A shot of a small child is typically made looking down on the subject, as is a picture of a flower or some other shorter subject. If shooting with a standard digital camera, the great majority of images will be in landscape mode; if shooting with a phone, most shots will be in portrait mode. Little – if any – thought is given to rotating the camera to best suit the subject. The subject will typically be placed dead-center in the frame, so that if the photo is a portrait, then there is an excessive amount of headroom. This type of photographer has never heard of the rule of thirds.

Dare to be different. Grand Fountain Geyer. Yellowstone National Park.
Another iconic location with a couple dozen other photographers shooting at the Grand Fountain Geyser in Yellowstone National Park. Always look for how you can make your image dramatic and different than what the other photographers will make.

We expect student photographers to be a little better, right? They might shoot with a tripod. Yet I have been to plenty of photo workshops where the photographers are lined up like gunners in a firing squad, cameras on tripods but at that same eye-level height, all trained on the same iconic subject. How much different will their shots be? Maybe they ought to just buy a postcard in the gift shop.

“Sometimes, to stand out, you need to sit down.”

Anthony T. Hincks

I’m not sure of the context in which Mr. Hincks was speaking when he authored this quote. But appropriating it so that it applies to photographers, you need to consider various perspectives to better suit your subject and create images that bring new interpretations and compositions. Get up, get down, shoot from a bird’s-eye perspective or a worm’s-eye perspective. Shoot through objects that create natural frames. Try some point-of-view (POV) shots.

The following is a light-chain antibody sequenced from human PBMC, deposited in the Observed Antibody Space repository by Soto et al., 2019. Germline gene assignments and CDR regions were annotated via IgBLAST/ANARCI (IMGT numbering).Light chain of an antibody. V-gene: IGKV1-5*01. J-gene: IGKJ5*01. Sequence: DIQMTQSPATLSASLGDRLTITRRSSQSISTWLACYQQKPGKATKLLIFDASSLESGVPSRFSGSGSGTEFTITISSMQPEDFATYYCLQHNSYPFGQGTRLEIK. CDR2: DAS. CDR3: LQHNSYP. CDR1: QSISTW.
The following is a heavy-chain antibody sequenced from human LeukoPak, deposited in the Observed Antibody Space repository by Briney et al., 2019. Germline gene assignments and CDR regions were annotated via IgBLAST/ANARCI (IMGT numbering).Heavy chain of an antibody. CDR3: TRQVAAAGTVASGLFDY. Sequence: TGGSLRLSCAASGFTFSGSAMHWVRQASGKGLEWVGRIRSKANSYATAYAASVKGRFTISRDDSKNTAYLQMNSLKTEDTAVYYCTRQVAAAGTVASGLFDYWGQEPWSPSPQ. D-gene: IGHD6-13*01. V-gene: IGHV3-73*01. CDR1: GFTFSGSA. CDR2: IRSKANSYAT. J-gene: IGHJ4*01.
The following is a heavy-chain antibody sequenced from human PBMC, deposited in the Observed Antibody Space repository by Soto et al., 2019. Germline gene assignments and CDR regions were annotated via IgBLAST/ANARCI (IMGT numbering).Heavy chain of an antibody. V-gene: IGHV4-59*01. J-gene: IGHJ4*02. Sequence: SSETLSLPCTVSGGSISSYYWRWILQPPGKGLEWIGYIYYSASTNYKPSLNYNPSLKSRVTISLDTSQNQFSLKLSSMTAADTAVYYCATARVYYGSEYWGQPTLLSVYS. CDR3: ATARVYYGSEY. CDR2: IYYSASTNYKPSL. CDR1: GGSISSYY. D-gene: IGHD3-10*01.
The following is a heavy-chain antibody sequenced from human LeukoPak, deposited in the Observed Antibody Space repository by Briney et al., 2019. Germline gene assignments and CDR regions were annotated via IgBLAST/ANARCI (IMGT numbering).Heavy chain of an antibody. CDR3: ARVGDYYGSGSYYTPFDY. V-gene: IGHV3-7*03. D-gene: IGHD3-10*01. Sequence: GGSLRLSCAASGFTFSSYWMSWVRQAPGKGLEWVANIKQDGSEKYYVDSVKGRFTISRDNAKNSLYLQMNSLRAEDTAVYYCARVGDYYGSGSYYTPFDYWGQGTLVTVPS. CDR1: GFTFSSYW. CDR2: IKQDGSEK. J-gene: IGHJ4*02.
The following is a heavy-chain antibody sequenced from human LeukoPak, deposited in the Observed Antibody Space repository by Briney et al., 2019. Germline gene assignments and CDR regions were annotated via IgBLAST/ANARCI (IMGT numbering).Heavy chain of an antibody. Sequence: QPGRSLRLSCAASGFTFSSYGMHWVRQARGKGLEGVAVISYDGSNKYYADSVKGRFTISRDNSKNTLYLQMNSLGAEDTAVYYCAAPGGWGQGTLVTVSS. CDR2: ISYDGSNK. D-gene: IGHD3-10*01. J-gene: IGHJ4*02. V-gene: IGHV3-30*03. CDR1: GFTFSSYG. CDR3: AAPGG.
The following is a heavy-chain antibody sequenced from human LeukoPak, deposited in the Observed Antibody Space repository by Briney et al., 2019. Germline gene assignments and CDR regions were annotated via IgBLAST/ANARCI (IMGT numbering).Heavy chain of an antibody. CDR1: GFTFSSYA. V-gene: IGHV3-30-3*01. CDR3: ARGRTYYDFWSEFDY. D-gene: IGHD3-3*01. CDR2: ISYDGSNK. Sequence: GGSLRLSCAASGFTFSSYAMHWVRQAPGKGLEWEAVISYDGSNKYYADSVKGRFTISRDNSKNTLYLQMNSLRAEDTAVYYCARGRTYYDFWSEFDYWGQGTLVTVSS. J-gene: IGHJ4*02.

There are lots of things to try in order to explore new looks and create interest, excitement, and mood in your photos.

As a photographer, I expect you are more of a visual learner, so here are some shots to help communicate these concepts:

Photos from a worm's-eye perspective.
Get down to the ground and get a “worms-eye view” for a perspective the average photographer shooting from eye-level won’t get. The shot on the left is with an LG V30 cellphone.
Images shot from low down
For the image of the Snow Cone in Craters of the Moon National Park on the left, a cellphone camera was placed on the lava. For the shot on the right, the camera was directly on the stage at “foot level.”
Abstract shots of the ground
Look down. Sometimes the shot is right at your feet.
Photos taken while looking up
Look up. Sometimes the shot is straight overhead.
Compare how high and low angles change the way we view these trains.
A high vantage point allowed me to capture much of the long train in the first shot. The low angle for the Union Pacific 844 steam train (in the second shot) emphasized its immense power.
Hot air balloons lift off from Ann Morrison Park in Boise, Idaho.
To get this unique angle when photographing the hot air balloons ascending from Ann Morrison Park in Boise, Idaho, you had to be in one of them. My photographer son Mark Ohnsman was, and he got this great shot.
Great aerial photos can be made out the window of commercial airliners with your cellphone.
Another way to get high-angle aerial shots is by shooting out the window of a commercial flight. I got these images with my LG V30 cellphone. The shot on the left was made somewhere over the Nevada desert; the shot on the right was made during the final approach to the Boise, Idaho airport.
Seaside cliffs near Cape Arago, Oregon.
Drone photography is yet another way to get a high vantage point. This could have been made with a drone (if I had one), but instead was done off a cliff near Cape Arago State Park in Oregon.
Get down low when photographing flowers and vegetation for a more dramatic impact.
When shooting flowers or low vegetation, sometimes you want to get down in it. Get low with your camera and make shots others won’t get from an eye-level perspective.
Near-far style photography examples.
The “near-far” look is done with a wide-angle lens and a small aperture so that objects from a few feet away to infinity are all in focus. Sometimes, focus stacking might be needed to ensure front-to-back sharpness. The technique produces images with great depth. Photo at left by Rick Ohnsman; photo at right by Dan Mottaz.
Different ways to shoot low-angle photos and still use a tripod.